12. Culion. Overshadowed by its sought-after neighboring towns of Coron and Busuanga, this island town in the Calamian Group is no more the leper colony of the olden days. It boasts of Sunlight Eco Tourism Island Resort, a luxury hotel which is akin to the villas of stilts of Maldives, talcum sand islets, gin-clear water, American-era historical edifices, and dive sites.

13. Dapitan City. When Dr. Jose Rizal was exiled by Spain here for 4 years, it was a forlorn coastal town in northern Zamboanga which would have tested the national hero’s mental health. 130 years later, you would love being banished here for life with the eclectic charm of the so-called Shrine City which bears Rizal’s legacy, the sleepy shores of a fishing village, and an emerging urban hub. But the best part is the sprawling southern paradise of Dakak Park and Beach Resort which has the Villa Angelina Luxury Suites and a new Greg Norman-designed 18-hole golf course, and the world-class Glorious Fantasyland theme park.

Golf in Dakak

14. Dona Remedios Trinidad (DRT). What used to be an obscure town just a few years back is now a nature and adventure getaway just 2 hours north of Manila. Named after the mother of the current presidential mother, DRT is the biggest but most remote and least populous municipality of Bulacan. If you are into trekking uphill trails, caving, chasing waterfalls, mountain biking, river rapid crossing, and other physical activities, DRT is the place to be.

15. Davao Occidental. If you think you have visited all the provinces, here’s a new one you have to tick with its separation from Davao del Sur. Hugging the infinite coast of Davao Gulf, it is a frontier are in the region, just as it was 500 years ago when Ferdinand Magellan’s expedition made its last two stops before heading for its destination in Maluku, Indonesia.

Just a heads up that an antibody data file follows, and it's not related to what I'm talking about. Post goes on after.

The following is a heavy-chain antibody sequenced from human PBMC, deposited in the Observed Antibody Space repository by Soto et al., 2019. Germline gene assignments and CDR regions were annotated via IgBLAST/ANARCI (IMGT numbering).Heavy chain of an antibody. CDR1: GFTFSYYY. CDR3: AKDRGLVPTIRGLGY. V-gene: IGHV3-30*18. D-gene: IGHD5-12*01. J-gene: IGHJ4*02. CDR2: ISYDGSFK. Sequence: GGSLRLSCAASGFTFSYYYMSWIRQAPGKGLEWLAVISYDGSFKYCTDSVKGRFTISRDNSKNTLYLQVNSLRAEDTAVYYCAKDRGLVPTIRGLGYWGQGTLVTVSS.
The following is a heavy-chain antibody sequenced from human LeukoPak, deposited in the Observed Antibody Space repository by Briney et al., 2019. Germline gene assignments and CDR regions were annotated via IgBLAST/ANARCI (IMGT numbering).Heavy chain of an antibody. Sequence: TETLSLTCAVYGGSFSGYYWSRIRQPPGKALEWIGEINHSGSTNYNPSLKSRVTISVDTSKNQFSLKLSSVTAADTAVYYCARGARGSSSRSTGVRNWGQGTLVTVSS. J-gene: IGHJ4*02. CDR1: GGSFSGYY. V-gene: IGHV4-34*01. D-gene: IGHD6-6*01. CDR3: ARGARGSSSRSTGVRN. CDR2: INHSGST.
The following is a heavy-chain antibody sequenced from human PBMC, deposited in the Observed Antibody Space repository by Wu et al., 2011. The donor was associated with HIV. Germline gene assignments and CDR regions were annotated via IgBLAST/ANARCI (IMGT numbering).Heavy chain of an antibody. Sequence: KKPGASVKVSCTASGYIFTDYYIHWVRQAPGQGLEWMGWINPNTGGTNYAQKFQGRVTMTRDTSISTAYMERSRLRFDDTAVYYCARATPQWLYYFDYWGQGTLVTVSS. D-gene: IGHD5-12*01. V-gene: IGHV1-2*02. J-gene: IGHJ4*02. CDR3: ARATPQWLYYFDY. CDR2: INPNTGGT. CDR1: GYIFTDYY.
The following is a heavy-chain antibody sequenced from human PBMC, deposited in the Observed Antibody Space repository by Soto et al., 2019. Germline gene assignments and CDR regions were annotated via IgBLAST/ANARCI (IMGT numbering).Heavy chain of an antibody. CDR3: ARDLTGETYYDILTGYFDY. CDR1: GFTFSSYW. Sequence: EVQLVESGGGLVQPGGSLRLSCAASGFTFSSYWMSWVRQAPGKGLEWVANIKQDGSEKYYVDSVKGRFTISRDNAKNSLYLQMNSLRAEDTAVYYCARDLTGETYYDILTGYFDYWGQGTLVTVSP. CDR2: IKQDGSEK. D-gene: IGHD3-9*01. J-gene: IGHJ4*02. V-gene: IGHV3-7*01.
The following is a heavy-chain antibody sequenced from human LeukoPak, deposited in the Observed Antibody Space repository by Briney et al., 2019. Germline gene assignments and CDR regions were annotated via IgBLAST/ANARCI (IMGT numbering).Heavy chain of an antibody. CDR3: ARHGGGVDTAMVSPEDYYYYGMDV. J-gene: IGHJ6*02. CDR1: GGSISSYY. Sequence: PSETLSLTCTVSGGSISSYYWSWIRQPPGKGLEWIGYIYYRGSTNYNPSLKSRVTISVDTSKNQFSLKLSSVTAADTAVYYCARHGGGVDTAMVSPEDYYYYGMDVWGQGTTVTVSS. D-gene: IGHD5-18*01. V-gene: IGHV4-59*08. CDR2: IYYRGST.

16. Davao De Oro. The rebranded Compostela Valley province, it is proving its worth as “fields of gold” with its natural attributes such as lakes, waterfalls, caves, mountains, springs and indigenous peoples communities. It takes pride in being home to the luxury Dusit Thani Lubi Plantation Resort at Kopiat Island in Mabini town.

17. Davao del Sur. Davao City’s neighbor, this under-the-radar province has one of the challenging trails to Mt. Apo, the country’s highest mountain. You can just just also gaze at the majestic peak at Digos City’s upland villages in Kapatagan and engage in highland recreation and immerse with the Mandaya tribes. Beach bums will delight at the Passig Islet Aqua Eco Park which is just a swimming distance away from Sta. Cruz town proper.